There's also "Multiplicity". It has some good messages about priorities and hubris.

Posted by: Chris Naron at February 3, 2005 03:11 PM

When I saw this thread, I had an inner squeal with delight. Since "Groundhog Day" was released I have recommended it to many friends as a Buddhist classic. BTW - I'm Buddhist. I find it interesting that Christians read into it a Christian message, Buddhists a Buddhist message, etc.

Bill Murray's character goes through the typical evolutionary path in the Buddhist world-view. First, denial that rebirth exists, then fighting it, then using it to manipulate others, then using it to become spiritually free.

Murray tried to make a serious Buddhist classic, but failed miserably with "The Razor's Edge". When he returned to his comedic roots, he had a hit on his hands.

I'd be interested in knowing what Christian parallels you see in the film.

Posted by: Sonam Wanchug at February 3, 2005 04:45 PM

Just recalled another spiritual favorite, The Mission. Great storytelling about two men joined by circumstance who choose two different paths to God, one with the sword, one with love.

Posted by: Sonam Wanchug at February 3, 2005 04:49 PM

Sonam - sort of like "Franny & Zooey" is essentially Buddhist, but the major text within the story is an Orthodox Christian prayer. I can see Groundhog Day going in either direction. Thanks for reading our site; keep coming back!

Posted by: Matt at February 3, 2005 05:07 PM


I assume you know about Mummon's site? If not, you might want to check it out. He, too, is Buddhist:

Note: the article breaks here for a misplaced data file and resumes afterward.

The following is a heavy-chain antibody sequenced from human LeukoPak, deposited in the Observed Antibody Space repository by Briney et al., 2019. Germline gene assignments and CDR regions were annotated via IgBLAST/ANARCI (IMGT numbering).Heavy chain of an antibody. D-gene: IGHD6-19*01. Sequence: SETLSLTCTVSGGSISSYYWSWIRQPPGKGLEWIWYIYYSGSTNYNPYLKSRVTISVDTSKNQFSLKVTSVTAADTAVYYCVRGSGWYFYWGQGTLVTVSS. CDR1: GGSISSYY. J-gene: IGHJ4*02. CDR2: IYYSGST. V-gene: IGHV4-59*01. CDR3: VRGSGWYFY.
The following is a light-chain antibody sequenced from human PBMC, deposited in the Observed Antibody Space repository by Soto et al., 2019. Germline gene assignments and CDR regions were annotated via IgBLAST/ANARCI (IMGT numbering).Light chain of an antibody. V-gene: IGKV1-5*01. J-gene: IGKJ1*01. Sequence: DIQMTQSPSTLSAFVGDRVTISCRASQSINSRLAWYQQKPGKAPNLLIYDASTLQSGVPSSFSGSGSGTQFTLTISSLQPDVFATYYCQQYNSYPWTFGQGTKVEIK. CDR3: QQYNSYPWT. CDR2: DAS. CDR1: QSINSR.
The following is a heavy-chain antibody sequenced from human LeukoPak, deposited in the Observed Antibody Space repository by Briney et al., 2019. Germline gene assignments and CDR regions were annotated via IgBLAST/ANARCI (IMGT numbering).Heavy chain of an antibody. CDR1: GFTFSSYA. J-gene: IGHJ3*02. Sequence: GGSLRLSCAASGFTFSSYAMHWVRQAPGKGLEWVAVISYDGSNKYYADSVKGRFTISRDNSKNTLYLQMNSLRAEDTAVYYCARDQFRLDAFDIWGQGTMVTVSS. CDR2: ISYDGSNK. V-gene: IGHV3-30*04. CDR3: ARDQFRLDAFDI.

Having said that, thanks for stopping by and keep coming back.

Posted by: Mark Sides at February 3, 2005 07:48 PM

Mark - I took your advice and did stop by Mummon's site. Let's see, how do I say this diplomatically - hatred has no place in Buddhism. What's with all the hateful name calling and blaming on his site? I may be mistaken, but I thought Buddhism was all about taking responsibility for one's experience.

I think that as it is with Christianity, thinking that Buddhism is cool is not the same as actually being Buddhist.

And Matt - one of my favorite books is the Way of the Pilgrim - a Russian orthodox classic about the Jesus Prayer. Find it on Amazon at

Posted by: Sonam Wanchug at February 4, 2005 09:38 AM

I have a list of my 105 favorite movies at my blog. Off the top of my head, I'd suggest Life Is Beautiful and The Magnificent Seven.

Posted by: Sherry at February 5, 2005 05:30 PM